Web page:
Fighting An Uphill Battle – Letting Go and Moving On

I’m getting fed up with news magazines and talk show hosts poking fun at people with health concerns and chronic diseases, like addiction. How many more times are we going to be subject to Lindsey Lohan jokes and ridicule? Wasn’t the Charlie Sheen exhibition sad enough? You don’t see anyone laughing at Michael J. Fox’s stuttering or shakes – no! But his disease comes with society compassion and understanding. Addiction is a disease too but the general popular opinion has not been as caring.

I get frustrated with people whose ignorance about addiction and recovery causes them to judge, jury and sentence others who struggle. People who don’t believe in the power of recovery and the ability to overcome and change are often the loudest opponent for any support or reform. People who are so stringent in their own beliefs, they are unwilling to change themselves.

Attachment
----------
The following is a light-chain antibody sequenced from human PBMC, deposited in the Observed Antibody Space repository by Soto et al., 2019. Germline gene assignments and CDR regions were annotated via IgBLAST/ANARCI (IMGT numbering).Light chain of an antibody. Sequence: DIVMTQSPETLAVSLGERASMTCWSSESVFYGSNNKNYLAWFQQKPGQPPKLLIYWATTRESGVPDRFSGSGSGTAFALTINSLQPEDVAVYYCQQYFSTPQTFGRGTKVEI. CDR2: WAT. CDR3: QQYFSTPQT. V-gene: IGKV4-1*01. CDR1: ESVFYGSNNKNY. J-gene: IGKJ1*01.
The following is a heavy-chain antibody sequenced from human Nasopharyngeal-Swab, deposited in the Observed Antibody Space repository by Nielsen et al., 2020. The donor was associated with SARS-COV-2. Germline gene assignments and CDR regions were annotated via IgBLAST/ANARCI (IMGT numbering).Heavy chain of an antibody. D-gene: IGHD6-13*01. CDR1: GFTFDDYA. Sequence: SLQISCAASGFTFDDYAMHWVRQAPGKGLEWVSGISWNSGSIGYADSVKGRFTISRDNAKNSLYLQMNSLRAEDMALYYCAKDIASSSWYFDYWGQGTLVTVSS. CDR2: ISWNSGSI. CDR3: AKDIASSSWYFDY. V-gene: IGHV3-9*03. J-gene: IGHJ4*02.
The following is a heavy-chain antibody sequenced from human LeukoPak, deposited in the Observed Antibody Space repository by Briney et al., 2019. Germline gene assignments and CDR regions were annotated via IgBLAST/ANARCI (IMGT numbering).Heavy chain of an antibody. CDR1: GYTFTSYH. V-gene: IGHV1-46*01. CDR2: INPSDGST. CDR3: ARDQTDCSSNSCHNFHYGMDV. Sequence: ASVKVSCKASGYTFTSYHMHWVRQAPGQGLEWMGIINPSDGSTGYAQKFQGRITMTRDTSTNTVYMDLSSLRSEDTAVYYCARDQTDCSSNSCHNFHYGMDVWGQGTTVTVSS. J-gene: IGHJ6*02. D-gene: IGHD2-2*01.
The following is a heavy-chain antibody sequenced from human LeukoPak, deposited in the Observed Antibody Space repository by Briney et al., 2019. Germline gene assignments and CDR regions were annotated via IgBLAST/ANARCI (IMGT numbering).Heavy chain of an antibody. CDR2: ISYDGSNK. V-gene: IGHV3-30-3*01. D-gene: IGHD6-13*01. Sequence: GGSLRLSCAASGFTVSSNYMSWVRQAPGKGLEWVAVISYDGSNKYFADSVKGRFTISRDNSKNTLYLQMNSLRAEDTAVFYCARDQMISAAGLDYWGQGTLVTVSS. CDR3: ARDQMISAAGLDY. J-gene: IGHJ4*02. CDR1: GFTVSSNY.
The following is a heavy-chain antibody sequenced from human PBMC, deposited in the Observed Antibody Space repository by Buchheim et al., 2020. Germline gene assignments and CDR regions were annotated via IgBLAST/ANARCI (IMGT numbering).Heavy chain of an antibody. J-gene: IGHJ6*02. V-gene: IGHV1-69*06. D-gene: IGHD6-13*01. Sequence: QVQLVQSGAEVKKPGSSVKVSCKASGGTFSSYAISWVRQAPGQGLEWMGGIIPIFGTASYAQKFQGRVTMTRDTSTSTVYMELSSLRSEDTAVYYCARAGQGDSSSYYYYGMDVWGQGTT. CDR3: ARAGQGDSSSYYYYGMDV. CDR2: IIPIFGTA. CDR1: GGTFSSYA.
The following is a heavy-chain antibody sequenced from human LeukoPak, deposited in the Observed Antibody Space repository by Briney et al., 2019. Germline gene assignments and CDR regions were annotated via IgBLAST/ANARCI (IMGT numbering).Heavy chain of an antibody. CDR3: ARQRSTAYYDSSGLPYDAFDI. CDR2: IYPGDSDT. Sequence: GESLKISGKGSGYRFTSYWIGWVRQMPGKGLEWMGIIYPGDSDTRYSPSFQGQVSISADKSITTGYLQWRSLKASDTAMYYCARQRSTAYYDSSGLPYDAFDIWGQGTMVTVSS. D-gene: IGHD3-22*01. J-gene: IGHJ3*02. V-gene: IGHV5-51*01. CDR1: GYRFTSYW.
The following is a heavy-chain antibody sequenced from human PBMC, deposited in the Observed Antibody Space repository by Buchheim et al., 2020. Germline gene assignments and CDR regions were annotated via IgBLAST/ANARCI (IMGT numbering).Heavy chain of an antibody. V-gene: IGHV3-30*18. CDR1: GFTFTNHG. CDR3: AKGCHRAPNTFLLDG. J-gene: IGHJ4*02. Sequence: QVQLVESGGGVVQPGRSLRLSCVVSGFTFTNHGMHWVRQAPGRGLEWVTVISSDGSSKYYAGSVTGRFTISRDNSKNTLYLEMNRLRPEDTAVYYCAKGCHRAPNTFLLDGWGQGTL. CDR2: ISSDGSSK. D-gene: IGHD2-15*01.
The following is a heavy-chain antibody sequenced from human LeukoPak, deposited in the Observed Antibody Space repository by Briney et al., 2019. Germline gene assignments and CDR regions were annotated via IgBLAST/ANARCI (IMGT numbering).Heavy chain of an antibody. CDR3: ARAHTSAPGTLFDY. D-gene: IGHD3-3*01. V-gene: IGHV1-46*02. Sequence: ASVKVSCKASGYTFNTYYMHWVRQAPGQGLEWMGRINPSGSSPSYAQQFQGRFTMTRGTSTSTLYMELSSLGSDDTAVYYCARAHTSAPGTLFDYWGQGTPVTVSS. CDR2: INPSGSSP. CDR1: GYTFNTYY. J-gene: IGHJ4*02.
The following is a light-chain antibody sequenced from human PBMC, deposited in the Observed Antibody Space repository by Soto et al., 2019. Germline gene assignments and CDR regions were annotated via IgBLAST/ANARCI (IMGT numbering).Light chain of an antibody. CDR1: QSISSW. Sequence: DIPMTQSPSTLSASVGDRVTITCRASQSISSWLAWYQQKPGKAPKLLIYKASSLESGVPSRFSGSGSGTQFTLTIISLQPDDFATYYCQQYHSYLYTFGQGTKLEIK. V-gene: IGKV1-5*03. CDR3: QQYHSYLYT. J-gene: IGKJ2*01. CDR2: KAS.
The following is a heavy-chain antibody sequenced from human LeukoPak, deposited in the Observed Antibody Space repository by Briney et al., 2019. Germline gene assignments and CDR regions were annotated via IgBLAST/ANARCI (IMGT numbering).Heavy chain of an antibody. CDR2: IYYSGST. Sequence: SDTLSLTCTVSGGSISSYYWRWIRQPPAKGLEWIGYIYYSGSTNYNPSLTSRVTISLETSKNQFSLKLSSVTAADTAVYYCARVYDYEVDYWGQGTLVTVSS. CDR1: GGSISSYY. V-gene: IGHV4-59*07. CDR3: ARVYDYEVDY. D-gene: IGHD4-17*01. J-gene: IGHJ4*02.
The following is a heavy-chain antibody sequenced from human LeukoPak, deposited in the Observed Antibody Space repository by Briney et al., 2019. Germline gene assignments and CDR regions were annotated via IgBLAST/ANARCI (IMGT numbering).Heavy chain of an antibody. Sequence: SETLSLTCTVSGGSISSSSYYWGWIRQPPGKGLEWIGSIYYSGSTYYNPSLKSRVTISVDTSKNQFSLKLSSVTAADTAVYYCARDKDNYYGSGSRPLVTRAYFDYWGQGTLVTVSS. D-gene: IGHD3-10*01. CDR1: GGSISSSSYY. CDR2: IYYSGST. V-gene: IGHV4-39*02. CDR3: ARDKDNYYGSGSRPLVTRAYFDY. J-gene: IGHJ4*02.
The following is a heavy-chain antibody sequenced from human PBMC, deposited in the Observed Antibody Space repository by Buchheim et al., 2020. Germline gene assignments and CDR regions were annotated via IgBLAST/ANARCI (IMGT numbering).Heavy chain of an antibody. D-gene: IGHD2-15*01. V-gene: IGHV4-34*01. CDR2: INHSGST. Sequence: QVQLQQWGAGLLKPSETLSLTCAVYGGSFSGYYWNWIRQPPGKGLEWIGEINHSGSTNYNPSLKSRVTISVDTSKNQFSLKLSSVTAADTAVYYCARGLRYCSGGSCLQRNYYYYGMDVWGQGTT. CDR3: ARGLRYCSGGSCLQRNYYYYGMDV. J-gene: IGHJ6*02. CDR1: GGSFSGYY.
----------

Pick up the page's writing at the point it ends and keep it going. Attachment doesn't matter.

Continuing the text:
Then I remember my humble beginnings. I once held beliefs and opinions that had no sound basis. I judged others too. The difference between then and now is my own experience with adversity and a desire to stop being fed up. I made a decision to change – and if the people around me had tried to force solutions and answers down my throat I would have resisted to the end. I’m reminded that I can only share my experience, and let people have a right to their own opinion. I have to stop taking it personally and Let Go and Let God.